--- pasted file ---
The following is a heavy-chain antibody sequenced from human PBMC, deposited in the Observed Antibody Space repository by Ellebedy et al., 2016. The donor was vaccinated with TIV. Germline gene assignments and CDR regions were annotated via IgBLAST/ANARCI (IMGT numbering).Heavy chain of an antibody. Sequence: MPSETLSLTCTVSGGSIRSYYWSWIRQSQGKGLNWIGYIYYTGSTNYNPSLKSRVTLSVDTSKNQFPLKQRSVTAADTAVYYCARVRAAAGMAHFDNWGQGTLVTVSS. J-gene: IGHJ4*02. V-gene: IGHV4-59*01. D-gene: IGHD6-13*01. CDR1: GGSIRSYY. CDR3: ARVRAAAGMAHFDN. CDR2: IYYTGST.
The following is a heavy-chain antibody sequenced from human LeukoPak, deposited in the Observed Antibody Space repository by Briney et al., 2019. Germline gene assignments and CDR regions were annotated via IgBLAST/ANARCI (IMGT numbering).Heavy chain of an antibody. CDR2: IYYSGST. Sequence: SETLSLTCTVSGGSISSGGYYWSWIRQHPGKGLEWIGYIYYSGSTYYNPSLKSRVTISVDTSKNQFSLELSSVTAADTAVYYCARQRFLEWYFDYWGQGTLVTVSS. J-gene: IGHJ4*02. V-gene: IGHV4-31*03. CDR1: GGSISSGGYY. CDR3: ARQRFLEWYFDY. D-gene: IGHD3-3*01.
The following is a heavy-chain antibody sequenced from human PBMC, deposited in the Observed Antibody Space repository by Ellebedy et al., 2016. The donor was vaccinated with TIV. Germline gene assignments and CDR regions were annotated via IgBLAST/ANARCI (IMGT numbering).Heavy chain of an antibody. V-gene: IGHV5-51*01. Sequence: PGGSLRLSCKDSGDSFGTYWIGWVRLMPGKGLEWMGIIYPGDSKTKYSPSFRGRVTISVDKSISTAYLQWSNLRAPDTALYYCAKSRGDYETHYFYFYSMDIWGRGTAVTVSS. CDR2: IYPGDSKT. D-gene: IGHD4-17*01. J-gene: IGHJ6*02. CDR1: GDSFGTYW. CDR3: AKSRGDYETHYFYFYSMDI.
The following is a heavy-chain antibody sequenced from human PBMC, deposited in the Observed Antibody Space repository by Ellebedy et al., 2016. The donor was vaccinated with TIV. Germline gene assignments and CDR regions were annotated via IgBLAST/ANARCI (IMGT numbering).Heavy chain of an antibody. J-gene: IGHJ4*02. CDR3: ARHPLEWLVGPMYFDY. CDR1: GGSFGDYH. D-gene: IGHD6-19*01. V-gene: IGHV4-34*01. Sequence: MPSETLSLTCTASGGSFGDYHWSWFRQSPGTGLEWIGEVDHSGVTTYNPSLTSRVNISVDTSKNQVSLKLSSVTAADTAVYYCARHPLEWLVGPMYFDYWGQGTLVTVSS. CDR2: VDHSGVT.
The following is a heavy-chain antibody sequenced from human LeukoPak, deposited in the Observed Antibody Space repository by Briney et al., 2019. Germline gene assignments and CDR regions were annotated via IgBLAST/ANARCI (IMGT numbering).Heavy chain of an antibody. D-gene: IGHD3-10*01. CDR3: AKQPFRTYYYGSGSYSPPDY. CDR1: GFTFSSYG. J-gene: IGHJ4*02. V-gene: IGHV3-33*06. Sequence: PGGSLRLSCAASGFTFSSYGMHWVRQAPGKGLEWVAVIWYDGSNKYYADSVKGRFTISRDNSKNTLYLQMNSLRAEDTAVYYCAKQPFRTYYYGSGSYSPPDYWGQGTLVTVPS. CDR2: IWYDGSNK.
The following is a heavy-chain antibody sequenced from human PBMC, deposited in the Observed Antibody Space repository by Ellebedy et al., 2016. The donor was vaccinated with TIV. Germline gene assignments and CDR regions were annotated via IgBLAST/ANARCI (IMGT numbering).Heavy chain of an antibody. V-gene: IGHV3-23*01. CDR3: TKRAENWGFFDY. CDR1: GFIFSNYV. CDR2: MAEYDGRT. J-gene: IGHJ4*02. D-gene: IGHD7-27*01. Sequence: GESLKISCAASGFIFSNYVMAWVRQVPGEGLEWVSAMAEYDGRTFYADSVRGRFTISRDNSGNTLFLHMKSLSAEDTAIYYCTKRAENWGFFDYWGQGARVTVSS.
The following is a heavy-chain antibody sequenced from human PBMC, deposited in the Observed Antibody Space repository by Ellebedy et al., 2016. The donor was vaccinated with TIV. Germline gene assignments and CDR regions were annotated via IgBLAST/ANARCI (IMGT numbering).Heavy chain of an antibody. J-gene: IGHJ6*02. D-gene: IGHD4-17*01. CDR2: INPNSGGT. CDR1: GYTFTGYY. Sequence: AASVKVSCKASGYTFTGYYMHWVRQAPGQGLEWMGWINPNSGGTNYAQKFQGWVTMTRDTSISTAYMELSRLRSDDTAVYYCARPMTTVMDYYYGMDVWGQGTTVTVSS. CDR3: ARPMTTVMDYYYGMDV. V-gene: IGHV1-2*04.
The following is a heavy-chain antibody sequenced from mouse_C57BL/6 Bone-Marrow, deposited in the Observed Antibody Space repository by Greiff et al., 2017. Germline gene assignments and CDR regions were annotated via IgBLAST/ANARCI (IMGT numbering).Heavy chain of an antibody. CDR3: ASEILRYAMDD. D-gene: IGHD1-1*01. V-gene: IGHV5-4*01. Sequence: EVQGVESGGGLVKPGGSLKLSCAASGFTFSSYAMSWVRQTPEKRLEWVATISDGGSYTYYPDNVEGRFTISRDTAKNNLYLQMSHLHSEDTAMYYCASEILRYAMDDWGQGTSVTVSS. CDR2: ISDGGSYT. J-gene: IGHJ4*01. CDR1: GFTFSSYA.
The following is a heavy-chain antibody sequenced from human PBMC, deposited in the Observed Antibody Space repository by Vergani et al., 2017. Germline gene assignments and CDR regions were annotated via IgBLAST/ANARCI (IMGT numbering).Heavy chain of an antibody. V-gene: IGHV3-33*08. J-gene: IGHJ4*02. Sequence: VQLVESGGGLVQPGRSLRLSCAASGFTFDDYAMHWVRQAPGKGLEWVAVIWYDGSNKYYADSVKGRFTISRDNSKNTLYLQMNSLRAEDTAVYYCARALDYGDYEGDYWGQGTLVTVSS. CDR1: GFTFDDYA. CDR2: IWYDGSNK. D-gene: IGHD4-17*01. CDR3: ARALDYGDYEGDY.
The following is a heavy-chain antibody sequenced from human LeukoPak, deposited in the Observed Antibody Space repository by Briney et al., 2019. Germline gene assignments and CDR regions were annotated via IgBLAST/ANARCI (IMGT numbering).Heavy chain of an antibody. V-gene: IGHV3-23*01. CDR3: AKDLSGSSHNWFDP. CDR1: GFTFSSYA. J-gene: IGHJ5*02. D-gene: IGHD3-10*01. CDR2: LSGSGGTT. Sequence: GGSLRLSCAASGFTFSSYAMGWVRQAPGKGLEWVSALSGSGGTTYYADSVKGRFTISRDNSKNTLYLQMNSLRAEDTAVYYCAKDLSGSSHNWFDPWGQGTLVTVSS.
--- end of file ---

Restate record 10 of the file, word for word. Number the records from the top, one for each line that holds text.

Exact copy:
The following is a heavy-chain antibody sequenced from human LeukoPak, deposited in the Observed Antibody Space repository by Briney et al., 2019. Germline gene assignments and CDR regions were annotated via IgBLAST/ANARCI (IMGT numbering).Heavy chain of an antibody. V-gene: IGHV3-23*01. CDR3: AKDLSGSSHNWFDP. CDR1: GFTFSSYA. J-gene: IGHJ5*02. D-gene: IGHD3-10*01. CDR2: LSGSGGTT. Sequence: GGSLRLSCAASGFTFSSYAMGWVRQAPGKGLEWVSALSGSGGTTYYADSVKGRFTISRDNSKNTLYLQMNSLRAEDTAVYYCAKDLSGSSHNWFDPWGQGTLVTVSS.